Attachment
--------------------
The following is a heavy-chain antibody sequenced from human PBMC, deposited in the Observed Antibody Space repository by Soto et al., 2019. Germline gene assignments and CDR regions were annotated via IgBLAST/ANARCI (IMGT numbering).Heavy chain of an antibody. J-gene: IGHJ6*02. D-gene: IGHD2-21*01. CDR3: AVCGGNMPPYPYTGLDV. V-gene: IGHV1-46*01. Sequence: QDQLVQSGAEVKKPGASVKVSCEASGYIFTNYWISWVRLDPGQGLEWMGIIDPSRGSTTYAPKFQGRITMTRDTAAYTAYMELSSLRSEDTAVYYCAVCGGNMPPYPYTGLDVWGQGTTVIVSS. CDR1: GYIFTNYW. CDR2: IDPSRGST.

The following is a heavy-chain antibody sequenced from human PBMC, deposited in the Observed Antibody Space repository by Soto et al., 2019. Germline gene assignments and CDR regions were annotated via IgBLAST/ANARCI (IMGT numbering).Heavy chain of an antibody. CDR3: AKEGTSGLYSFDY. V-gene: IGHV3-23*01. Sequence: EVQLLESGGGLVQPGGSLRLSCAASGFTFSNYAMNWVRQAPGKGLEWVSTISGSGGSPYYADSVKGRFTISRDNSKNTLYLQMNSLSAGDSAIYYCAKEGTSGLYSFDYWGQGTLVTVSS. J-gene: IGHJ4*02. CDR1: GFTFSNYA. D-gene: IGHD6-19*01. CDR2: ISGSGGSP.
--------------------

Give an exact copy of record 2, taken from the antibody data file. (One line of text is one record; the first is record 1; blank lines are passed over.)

The following is a heavy-chain antibody sequenced from human PBMC, deposited in the Observed Antibody Space repository by Soto et al., 2019. Germline gene assignments and CDR regions were annotated via IgBLAST/ANARCI (IMGT numbering).Heavy chain of an antibody. CDR3: AKEGTSGLYSFDY. V-gene: IGHV3-23*01. Sequence: EVQLLESGGGLVQPGGSLRLSCAASGFTFSNYAMNWVRQAPGKGLEWVSTISGSGGSPYYADSVKGRFTISRDNSKNTLYLQMNSLSAGDSAIYYCAKEGTSGLYSFDYWGQGTLVTVSS. J-gene: IGHJ4*02. CDR1: GFTFSNYA. D-gene: IGHD6-19*01. CDR2: ISGSGGSP.